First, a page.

Huggs, G

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  4. KAREN – you will be the best Grandmother ever. What fun those kids will have with you. It will be a magical time for them.

    TRAVELRAT – hahaha. I’m only laughing cause it’s true. When my niece was 3 we asked her where milk came from. ‘From the shops,’ she replied.

    BEC – oh, my dear, likewise. You know I like the stories from the old days. Good times.

    MELEAH – you have no idea how much I would love to live in Italy too. It is a place of magic. I travelled there in my 20s and fell in love with the country. I would go back in a flash. Maybe one day…..

    NECTARFIZZ – you are such a sweetie. Love you too.

    GERALDINE – typical. Just when I was getting used to the quilt squares. Grandmas have a habit of coming up with fabulous recipes, don’t they? That bread sounds fantastic. Awww, I love you too.

    NAT – what a stunning poem. Michael Ondaatje is such a wordsmith. I’m going to print that out and pin it above my desk. I agree with you about kitchens. That’s where you’ll always find me when I’m visiting someone. Oh, and thank you for likening my humble blog to the warmth of the kitchen. You don’t know what that means.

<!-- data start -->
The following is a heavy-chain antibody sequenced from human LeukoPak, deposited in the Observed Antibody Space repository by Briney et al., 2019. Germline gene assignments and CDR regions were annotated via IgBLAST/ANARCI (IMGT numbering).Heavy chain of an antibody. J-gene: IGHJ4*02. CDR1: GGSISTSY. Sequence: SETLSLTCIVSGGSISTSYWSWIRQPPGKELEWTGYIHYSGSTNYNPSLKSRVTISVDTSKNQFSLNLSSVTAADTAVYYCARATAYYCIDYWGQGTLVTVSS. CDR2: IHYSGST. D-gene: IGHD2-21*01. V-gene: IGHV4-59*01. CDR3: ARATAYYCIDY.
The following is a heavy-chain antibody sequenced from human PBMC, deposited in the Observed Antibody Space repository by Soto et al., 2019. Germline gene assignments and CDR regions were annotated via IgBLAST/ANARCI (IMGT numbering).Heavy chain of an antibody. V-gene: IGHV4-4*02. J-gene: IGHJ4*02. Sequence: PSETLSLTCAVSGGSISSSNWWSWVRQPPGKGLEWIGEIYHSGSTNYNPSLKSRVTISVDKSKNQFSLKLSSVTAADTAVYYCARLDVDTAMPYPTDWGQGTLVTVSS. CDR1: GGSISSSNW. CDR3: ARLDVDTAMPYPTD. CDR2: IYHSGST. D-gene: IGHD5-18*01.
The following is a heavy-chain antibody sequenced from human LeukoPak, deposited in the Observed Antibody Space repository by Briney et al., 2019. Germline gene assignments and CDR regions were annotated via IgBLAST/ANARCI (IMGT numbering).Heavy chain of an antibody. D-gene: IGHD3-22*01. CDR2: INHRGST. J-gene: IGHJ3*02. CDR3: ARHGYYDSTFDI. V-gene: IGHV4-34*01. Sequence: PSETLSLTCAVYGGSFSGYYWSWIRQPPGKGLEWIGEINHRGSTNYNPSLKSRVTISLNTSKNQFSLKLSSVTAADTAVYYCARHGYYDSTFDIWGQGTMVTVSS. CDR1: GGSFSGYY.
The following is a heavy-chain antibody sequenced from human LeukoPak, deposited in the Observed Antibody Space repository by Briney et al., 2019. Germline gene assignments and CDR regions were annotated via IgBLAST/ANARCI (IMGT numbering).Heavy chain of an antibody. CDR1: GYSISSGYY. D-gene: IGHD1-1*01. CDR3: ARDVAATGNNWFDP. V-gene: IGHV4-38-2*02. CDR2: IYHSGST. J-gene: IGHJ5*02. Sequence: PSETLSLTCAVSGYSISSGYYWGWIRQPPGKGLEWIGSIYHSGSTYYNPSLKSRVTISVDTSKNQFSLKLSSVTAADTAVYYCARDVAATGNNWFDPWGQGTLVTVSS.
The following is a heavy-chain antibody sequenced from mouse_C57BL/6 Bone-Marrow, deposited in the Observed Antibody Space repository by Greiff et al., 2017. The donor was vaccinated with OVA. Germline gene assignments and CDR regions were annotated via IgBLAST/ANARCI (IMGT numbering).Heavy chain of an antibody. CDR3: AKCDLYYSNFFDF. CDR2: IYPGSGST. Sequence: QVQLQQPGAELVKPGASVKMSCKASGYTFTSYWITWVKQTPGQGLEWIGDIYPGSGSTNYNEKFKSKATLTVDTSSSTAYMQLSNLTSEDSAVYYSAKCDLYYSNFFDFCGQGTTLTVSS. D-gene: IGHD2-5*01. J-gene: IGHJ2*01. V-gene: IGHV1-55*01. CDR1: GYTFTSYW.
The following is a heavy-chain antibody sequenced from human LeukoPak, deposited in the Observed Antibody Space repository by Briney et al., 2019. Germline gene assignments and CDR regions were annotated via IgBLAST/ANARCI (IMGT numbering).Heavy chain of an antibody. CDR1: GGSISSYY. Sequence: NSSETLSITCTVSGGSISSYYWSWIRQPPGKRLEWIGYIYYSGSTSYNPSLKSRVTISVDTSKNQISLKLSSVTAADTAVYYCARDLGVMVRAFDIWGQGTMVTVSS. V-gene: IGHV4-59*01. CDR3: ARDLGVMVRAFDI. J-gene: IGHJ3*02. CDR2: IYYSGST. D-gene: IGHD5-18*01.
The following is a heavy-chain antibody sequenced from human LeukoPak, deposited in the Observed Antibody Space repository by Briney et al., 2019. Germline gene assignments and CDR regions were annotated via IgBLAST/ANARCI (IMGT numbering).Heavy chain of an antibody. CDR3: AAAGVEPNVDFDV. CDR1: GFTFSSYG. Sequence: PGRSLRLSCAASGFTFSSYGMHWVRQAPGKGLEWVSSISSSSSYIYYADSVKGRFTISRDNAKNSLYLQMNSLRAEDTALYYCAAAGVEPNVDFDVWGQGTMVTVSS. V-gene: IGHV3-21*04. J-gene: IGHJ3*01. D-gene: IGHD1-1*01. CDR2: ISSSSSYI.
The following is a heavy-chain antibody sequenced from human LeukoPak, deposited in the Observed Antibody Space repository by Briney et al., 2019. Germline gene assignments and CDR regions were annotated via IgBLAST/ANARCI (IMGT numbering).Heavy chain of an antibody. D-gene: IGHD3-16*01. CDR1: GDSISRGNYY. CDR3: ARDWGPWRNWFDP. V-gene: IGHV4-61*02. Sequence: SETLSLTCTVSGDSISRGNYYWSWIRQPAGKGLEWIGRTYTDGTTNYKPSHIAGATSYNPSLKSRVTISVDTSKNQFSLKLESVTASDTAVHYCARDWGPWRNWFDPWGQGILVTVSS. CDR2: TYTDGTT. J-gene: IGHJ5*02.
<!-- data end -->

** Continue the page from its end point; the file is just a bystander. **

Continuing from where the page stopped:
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  5. What a wonderful childhood memory for you. My grandmother also had a huge table in the center of her kitchen. It was always the gathering place. These days the kitchen table has been replaced by a television. So sad for kids of today to miss out on memories like yours.

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  6. PAISLEY – life is an adventure. Sometimes I have to force myself to remember it, especially when the dark days hit; but when I do remember it, good things seem to flow.

    CRICKET – I know. Those tables are long gone. It’s not quite the same anymore. Bring back the big table, I say!

    KATE – even now I still remember the stories surrounding the ingredients. It makes shopping a bit of an experience. I’m sure that sometimes I look a little crazy smiling away at the Allspice.

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  7. This was delightful, and very imaginative. I recall an incident years ago when I was shelling peas in the garden. The young boy from next door saw me and looked puzzled. He asked: ‘what are they?’ I answered: ‘Peas.’ To which he replied: ‘Couldn’t you get some proper ones?’
    How things change.

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  8. Ah, once again–magic in the kitchen, and with words, dear Selma…
    and shelling fresh peas? I did that with Mam-Maw(Esther Walker), my great-grandmother, in her tiny kitchen. We rolled a jar full of cream, between our hands, to make butter(!), too…when I was VERY young (like 5), visiting relatives, in Trafalgar, Indiana….

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  9. LISA – what magical moments. We never forget those special times, do we? They seem so commonplace at the time yet their memory stays with us always. How lovely!